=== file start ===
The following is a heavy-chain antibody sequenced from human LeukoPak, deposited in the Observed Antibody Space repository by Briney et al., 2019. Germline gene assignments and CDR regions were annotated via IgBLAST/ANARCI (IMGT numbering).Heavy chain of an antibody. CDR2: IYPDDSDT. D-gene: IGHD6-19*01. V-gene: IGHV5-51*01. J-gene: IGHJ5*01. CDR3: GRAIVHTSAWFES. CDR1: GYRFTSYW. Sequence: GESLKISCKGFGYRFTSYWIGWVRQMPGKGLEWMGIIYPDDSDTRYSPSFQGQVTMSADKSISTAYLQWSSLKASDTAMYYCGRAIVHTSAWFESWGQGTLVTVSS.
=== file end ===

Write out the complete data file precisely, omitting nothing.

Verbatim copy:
The following is a heavy-chain antibody sequenced from human LeukoPak, deposited in the Observed Antibody Space repository by Briney et al., 2019. Germline gene assignments and CDR regions were annotated via IgBLAST/ANARCI (IMGT numbering).Heavy chain of an antibody. CDR2: IYPDDSDT. D-gene: IGHD6-19*01. V-gene: IGHV5-51*01. J-gene: IGHJ5*01. CDR3: GRAIVHTSAWFES. CDR1: GYRFTSYW. Sequence: GESLKISCKGFGYRFTSYWIGWVRQMPGKGLEWMGIIYPDDSDTRYSPSFQGQVTMSADKSISTAYLQWSSLKASDTAMYYCGRAIVHTSAWFESWGQGTLVTVSS.